The Pulp Fiction scene is iconic: Jules Winnfield (Samuel L. Jackson) and Vincent Vega (John Travolta) sit in a Chevy Nova parsing the finer points of life, namely what kind of burgers they have in France.
Vincent: And you know what they call a Quarter Pounder with Cheese in Paris?
Jules: They don’t call it a Quarter Pounder with Cheese?
Vincent: Nah, man, they got the metric system. They wouldn’t know what the fuck a Quarter Pounder is.
Jules: What do they call it?
Vincent: They call it a “Royale with Cheese.”
Jules: “Royale with Cheese.”
That last line is the stuff of Hollywood legend, but at Zero Restaurant it’s the stuff of, well, stuffing your face. In what can only be called the greatest gift Charleston has ever received, Chef Vinson Petrillo has created his own Royale with Cheese and it’s everything Samuel L. Jackson could have hoped for — a decadent burger coated in truffles, served in tinfoil, and regularly priced at a mildly pretentious $33 a pop. But it wasn’t inspired by McDonald’s. It was Five Guys that lead to Petrillo’s fancy burger.
“I really like Five Guys’ cheeseburgers,” says Petrillo. The chain’s bread was what initially sold him. “They bury the burger in the fries so it steams a bit so the bun’s really awesome.” Using bread from Butcher & Bee, Petrillo uses a similar technique, only after coating his buns in butter, his team wraps the buns in a napkin to steam.
“It gets it nice and chewy,” he says. But all that’s just the topper. Inside is where Zero Restaurant’s Royale with Cheese really gets luxe. Petrillo combines 50 percent Wagyu and 50 percent short rib to make his patties.
“The purpose of that is the Wagyu is so soft, it doesn’t make such a great burger. Combining the two helps it be more stabilized and then you add capers, carmelized onions, Sambal, Dijon mustard, and chopped truffles all mixed into the burger,” says Petrillo.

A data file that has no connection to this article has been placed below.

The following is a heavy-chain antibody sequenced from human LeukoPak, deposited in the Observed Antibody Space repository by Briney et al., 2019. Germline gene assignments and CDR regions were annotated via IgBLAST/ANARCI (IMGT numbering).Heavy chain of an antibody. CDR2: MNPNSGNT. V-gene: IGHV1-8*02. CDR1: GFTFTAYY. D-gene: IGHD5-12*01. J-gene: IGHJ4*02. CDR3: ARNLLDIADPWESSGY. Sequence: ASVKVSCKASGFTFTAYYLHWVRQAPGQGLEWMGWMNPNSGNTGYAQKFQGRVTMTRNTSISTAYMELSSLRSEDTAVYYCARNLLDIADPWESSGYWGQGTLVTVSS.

And the cheese? That shit is bananas.
“It’s Kraft Singles fondue,” says Petrillo.
That’s right, Kraft-motherfucking-Singles fondue.
To makes this wicked rich liquid cheese, Petrillo begins by reducing cream and truffle juice together. “Then, when it’s reduced by half, we start folding in 50 Kraft Singles,” he says.
After topping his patty with the Kraft fondue, the burger gets sprinkled with more truffles before being carefully wrapped in tinfoil, a playful choice made all the more ridiculous when biting into the burger in Zero George’s bougie single house. But that’s all part of the plan.
“We’re trying to have fun with fancy stuff,” the chef says. And the burger is no different. Sure it’s outrageously expensive and the restaurant only sells five a night (Zero will offer more for Burger Week at $27 a piece), but the spirit of a classic burger is still there, this one’s just a little more upscale and decidedly better than Le Big Mac.
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